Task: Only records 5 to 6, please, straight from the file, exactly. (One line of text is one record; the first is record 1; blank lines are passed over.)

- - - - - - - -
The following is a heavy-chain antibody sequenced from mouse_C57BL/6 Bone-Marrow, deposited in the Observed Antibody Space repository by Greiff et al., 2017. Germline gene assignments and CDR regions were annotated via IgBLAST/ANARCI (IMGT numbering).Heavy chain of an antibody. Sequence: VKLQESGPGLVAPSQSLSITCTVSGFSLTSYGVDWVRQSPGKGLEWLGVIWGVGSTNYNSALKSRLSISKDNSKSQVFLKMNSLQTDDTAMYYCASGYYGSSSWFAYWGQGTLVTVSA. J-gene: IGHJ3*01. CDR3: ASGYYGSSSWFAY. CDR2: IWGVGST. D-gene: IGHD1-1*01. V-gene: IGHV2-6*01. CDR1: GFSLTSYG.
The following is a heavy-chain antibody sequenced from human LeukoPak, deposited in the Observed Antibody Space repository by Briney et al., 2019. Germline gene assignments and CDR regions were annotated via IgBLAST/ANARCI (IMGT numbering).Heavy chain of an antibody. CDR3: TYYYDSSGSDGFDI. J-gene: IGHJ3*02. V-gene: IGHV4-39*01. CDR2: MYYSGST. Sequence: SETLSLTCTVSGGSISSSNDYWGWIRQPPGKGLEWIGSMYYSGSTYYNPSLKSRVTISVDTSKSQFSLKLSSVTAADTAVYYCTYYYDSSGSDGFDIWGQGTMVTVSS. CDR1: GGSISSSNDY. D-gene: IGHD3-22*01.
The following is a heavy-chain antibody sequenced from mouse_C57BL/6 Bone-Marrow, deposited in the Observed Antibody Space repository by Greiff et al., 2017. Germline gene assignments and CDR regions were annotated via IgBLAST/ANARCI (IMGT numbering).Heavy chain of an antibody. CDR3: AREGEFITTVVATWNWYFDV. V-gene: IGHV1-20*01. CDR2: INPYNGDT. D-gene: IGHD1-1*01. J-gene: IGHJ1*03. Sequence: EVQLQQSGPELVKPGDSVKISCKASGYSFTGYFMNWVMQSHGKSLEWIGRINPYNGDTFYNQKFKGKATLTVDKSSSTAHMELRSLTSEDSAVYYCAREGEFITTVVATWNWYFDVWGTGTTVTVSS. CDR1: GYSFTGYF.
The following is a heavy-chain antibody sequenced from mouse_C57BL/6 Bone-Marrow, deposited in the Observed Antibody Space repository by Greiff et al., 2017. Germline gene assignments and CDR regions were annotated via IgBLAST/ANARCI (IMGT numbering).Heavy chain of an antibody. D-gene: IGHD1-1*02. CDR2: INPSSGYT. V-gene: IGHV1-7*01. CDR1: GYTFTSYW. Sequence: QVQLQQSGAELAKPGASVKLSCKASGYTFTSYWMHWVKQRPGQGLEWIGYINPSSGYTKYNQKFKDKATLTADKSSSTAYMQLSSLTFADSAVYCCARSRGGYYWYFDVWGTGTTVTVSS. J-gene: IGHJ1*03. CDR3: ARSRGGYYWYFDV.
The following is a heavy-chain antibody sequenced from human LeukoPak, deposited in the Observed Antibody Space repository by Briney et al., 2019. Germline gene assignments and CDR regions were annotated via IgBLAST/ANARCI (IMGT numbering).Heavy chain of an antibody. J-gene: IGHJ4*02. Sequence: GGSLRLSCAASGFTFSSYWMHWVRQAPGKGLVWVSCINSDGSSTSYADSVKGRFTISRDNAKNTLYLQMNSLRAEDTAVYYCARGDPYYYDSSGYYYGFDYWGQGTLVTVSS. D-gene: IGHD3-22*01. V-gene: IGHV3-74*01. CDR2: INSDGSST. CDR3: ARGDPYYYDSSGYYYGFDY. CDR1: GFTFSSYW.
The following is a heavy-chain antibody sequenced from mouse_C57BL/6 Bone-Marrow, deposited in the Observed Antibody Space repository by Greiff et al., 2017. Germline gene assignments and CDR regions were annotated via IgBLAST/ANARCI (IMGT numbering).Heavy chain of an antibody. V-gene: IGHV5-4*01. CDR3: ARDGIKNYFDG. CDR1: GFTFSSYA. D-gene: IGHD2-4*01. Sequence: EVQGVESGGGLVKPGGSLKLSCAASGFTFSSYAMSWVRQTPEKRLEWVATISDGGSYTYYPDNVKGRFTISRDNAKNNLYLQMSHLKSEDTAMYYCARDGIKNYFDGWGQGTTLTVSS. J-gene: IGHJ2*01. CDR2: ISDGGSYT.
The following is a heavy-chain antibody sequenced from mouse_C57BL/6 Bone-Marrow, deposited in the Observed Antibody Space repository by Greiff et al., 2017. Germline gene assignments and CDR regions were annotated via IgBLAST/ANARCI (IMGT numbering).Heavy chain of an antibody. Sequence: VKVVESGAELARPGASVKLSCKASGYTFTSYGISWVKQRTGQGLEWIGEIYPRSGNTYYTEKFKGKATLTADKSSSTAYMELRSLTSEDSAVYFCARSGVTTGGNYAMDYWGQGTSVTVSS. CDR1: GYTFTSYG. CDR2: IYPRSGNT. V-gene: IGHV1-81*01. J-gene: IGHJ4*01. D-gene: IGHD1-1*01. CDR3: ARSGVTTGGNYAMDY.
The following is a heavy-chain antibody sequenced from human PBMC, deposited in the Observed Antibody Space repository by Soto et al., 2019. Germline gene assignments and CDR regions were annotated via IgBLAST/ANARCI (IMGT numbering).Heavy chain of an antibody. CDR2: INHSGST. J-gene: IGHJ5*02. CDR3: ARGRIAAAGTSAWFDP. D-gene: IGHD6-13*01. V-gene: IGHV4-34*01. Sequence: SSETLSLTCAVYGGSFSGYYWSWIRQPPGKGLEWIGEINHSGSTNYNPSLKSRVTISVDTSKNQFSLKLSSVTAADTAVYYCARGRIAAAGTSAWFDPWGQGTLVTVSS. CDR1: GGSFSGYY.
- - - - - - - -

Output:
The following is a heavy-chain antibody sequenced from human LeukoPak, deposited in the Observed Antibody Space repository by Briney et al., 2019. Germline gene assignments and CDR regions were annotated via IgBLAST/ANARCI (IMGT numbering).Heavy chain of an antibody. J-gene: IGHJ4*02. Sequence: GGSLRLSCAASGFTFSSYWMHWVRQAPGKGLVWVSCINSDGSSTSYADSVKGRFTISRDNAKNTLYLQMNSLRAEDTAVYYCARGDPYYYDSSGYYYGFDYWGQGTLVTVSS. D-gene: IGHD3-22*01. V-gene: IGHV3-74*01. CDR2: INSDGSST. CDR3: ARGDPYYYDSSGYYYGFDY. CDR1: GFTFSSYW.
The following is a heavy-chain antibody sequenced from mouse_C57BL/6 Bone-Marrow, deposited in the Observed Antibody Space repository by Greiff et al., 2017. Germline gene assignments and CDR regions were annotated via IgBLAST/ANARCI (IMGT numbering).Heavy chain of an antibody. V-gene: IGHV5-4*01. CDR3: ARDGIKNYFDG. CDR1: GFTFSSYA. D-gene: IGHD2-4*01. Sequence: EVQGVESGGGLVKPGGSLKLSCAASGFTFSSYAMSWVRQTPEKRLEWVATISDGGSYTYYPDNVKGRFTISRDNAKNNLYLQMSHLKSEDTAMYYCARDGIKNYFDGWGQGTTLTVSS. J-gene: IGHJ2*01. CDR2: ISDGGSYT.